By Ramon Gonzalez, TreeHugger
Can you give up cheese, tomatoes, and beer in exchange for dandelions, sun chokes, and valley grasshopper for a year?
Freakonomics recently highlighted the Decolonizing Diet Project, a study at the School of Native American Studies at Northern Michigan University, where a group of 25 volunteers are spending the next year eating only foods that were part of the Great Lakes diet prior to the arrival of Europeans.
The study is exploring the personal relationship between humans and the experience of eating regional native foods. The volunteers are all participating in the project at varying levels of commitment. Some are following the Decolonizing Diet Project at 25 percent, while others are committed to eating 100 percent native food items.
Found Michigan has an interesting interview with Dr. Martin Reinhardt, an assistant professor of Native American Studies at NMU, and the lead researcher for the Decolonizing Diet Project.
If the project sounds like locavorism for the hardcore, who are sustaining themselves on grubs and pine bark, think again. There’s a Master Food list and DDP Grocery Food list to help participants navigate their food choices, which isn’t always easy, as Dr. Martin explained to Found Michigan:
“Yeah. I did mess up, I already can’t claim 100 percent. I was out shopping and bought some parsnips; in my memory, parsnips were part of the diet. I did not have my master food list with me and I was going based on what I remembered. So I got home and I cooked up some nice hashbrowns with parsnips, using sweet potatoes and sunchokes, and then I was reading through the master food list afterwards and that’s when it hit me that it wasn’t parsnips on the list—it was actually cow parsnips. That just goes to show you it’s not an easy diet to follow by any means. You have to really know your foods.”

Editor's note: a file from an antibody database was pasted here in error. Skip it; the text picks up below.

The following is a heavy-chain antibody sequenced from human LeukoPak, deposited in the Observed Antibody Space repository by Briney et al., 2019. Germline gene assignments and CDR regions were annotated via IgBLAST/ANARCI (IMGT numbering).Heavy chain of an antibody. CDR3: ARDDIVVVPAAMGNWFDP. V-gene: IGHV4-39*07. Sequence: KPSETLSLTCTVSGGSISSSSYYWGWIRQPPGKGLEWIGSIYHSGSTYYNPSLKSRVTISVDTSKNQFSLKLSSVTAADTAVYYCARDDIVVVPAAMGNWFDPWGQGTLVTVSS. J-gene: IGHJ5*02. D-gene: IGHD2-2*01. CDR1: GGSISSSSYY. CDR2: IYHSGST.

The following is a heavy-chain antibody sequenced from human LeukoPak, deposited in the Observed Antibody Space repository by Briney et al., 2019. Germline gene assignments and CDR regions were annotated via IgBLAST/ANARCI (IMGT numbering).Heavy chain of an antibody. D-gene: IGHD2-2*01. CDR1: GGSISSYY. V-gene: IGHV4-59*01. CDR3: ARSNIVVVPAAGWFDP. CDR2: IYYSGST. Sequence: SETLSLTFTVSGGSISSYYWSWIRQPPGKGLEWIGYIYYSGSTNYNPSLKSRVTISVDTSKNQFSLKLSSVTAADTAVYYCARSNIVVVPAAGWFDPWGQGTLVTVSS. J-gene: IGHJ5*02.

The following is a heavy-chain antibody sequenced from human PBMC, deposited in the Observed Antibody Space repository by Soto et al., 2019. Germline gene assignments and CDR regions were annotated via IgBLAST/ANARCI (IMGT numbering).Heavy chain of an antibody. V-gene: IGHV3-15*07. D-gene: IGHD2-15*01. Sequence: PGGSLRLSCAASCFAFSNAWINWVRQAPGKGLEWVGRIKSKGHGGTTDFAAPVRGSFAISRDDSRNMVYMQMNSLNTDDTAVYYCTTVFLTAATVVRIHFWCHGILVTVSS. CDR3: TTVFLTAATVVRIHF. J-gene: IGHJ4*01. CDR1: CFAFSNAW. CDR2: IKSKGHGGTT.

Besides the lists of acceptable foods, the group regularly meets for potlucks and shares recipes on the DDP group recipe forum. From browsing through the recipes, it doesn’t sound like these volunteers are missing out as many of the recipes sound delicious.
Could you adhere to a diet the Native Americans would’ve followed before Europeans arrived?
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